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Wednesday, 20 March, 2002, 16:42 GMT
Text: Nepal rebels invite tourists
Maoist rebels
The rebels called off their ceasefire last November
Text of letter faxed to media organisations by Maoist leader Baburam Bhattarai
Dear Foreign Tourists,

Welcome to the country on the roof of the world and warmest greetings from the materially poor but spiritually rich people of Nepal!

As you very well know, a revolutionary People's War (PW) under the leadership of Communist Party of Nepal (Maoist) is raging in Nepal against a fascist, monarchical state since February 1996.

After getting a severe drubbing from the heroic People's Liberation Army (PLA) in every battle front and losing almost all of the countryside to the advancing revolutionary forces, the fast crumbling reactionary regime headed by hated Gyanendra Shah has imposed a brutal military dictatorship under the guise of the so-called state of emergency in the country since November 2001.

This last desperate act of the tottering regime to save its skin has already backfired on itself and the mass rebellion in the form of the PW has intensified further in recent weeks and will reach a crescendo in the coming days.

It is now obvious that two states, two armies, two laws and two cultures, one representing a handful of moribund parasitic classes and the other representing the vast majority of the democratic and progressive working people, are engaged in life and death struggle in the country.

The United Revolutionary People's Council (URPC) is an embryonic Central People's Government Organising Committee in the form of a revolutionary united front headed by the CPN (Maoist).

Basic positions

We, therefore, deem it our duty to acquaint you with some of our basic positions and dispel some canards spread against us by the old reactionary state machinery.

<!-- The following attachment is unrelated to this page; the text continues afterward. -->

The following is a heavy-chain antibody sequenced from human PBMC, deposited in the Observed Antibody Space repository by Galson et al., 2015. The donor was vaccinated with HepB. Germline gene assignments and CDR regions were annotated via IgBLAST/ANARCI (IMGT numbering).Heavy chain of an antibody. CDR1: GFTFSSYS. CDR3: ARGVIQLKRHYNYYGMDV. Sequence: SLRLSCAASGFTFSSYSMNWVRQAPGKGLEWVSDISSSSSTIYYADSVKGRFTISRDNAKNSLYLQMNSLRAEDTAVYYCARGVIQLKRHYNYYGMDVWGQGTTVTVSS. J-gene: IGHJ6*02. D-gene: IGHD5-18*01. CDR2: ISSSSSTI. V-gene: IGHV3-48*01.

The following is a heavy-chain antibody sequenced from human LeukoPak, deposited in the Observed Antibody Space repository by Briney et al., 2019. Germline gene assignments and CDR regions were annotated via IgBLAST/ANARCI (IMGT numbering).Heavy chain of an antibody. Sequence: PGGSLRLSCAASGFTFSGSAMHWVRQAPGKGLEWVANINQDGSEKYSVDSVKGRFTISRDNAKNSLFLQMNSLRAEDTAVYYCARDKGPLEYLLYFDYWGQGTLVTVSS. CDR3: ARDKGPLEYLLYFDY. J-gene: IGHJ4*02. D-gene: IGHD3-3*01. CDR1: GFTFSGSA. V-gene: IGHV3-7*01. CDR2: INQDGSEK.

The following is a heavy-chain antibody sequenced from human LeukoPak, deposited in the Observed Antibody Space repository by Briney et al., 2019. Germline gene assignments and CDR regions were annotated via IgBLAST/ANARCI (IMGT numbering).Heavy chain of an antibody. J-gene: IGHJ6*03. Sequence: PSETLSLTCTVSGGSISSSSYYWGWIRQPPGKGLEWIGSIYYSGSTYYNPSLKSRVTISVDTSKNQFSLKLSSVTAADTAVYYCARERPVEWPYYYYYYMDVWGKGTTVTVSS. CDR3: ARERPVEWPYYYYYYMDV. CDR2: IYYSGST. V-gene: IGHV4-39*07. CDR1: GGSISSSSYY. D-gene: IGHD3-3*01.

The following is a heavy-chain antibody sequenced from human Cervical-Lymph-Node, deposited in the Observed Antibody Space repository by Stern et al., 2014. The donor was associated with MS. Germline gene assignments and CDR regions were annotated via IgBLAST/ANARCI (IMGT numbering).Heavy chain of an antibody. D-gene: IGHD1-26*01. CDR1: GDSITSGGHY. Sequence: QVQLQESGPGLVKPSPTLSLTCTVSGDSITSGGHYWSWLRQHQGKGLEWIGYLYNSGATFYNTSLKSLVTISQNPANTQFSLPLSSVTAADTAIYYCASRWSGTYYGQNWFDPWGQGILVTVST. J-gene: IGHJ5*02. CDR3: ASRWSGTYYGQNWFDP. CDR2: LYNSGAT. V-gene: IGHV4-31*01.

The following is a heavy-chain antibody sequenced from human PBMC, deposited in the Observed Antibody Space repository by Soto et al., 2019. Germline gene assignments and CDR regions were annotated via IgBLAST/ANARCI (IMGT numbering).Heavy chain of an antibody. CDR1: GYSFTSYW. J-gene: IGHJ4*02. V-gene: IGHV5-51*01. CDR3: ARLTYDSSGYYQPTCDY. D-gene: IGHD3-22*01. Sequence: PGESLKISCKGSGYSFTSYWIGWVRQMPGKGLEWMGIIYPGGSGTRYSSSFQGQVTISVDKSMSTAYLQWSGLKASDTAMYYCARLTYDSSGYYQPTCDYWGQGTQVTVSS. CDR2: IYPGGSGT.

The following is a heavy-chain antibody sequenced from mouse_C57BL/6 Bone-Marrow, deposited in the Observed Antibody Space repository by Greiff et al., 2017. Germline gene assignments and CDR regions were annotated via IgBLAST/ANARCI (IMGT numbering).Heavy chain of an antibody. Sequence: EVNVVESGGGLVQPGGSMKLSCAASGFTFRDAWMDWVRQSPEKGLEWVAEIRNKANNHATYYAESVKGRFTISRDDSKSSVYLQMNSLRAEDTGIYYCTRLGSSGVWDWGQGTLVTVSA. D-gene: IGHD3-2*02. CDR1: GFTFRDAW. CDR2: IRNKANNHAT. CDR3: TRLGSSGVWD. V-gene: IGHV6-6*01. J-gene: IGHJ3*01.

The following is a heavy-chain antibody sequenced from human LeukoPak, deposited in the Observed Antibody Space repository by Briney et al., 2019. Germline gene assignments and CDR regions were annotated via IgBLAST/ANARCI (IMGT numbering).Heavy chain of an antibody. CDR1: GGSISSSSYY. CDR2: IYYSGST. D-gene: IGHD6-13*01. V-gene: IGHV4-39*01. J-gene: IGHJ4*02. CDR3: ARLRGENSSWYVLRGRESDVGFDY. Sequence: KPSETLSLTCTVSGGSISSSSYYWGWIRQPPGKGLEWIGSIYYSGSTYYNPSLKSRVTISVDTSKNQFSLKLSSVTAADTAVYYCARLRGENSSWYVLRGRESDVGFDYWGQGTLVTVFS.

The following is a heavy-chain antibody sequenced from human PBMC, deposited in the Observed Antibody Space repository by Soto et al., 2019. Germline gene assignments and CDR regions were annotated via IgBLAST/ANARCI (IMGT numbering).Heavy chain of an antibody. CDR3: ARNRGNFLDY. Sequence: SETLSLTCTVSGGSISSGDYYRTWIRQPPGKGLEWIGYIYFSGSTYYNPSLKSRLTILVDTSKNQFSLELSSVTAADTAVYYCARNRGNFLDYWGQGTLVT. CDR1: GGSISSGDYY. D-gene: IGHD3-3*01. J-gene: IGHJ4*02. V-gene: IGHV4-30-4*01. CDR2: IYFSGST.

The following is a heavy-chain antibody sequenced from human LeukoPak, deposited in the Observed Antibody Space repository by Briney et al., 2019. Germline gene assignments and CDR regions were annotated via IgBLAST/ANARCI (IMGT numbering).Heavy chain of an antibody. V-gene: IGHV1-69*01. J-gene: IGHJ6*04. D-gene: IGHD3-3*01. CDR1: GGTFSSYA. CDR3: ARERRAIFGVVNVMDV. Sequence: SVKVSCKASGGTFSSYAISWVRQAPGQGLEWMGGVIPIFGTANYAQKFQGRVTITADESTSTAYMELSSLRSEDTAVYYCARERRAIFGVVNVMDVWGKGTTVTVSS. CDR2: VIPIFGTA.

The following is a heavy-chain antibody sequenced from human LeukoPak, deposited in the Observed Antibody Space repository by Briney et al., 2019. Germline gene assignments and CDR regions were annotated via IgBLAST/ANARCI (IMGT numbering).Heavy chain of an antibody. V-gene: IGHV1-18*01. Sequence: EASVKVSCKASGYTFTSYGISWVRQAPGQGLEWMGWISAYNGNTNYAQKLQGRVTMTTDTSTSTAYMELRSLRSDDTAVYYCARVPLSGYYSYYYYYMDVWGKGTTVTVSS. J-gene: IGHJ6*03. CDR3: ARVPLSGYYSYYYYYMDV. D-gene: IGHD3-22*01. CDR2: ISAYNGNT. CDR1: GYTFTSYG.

What are we basically fighting for?

We are fighting for a genuine people's democracy in the country.

As you know, in the current political dispensation in Nepal, the real state power vests in the feudal monarchy that effectively controls the royal army, and the parliament is a mere showcase to embellish the hereditary autocracy.

Besides, the self-proclaimed current "king" Gyanendra and his son Paras are known criminal gangsters who have usurped the throne in a bloody coup d'etat against King Birendra last June 2001.

Anybody familiar with the Nepalese history will agree that the archaic institution of feudal monarchy is the root cause and bulwark of socio-economic backwardness, abysmal poverty, glaring inequality and all-round underdevelopment plaguing the country, and its abolition is a minimum precondition for ushering in genuine democracy, both political and economic, in the country.

Civilised peoples

When the English could wage war against their monarchy in the 17th century, or the French in the 18th century, or other civilised peoples in the 19th and 20th century, why can't the Nepalese people do the same even in the 21st century?

And are we against the tourism industry in general and foreign tourists in particular?

Nothing could be farther from the truth.

We are all for making maximum utilisation of the natural and cultural resources for the rapid economic development and wellbeing of the country and the people.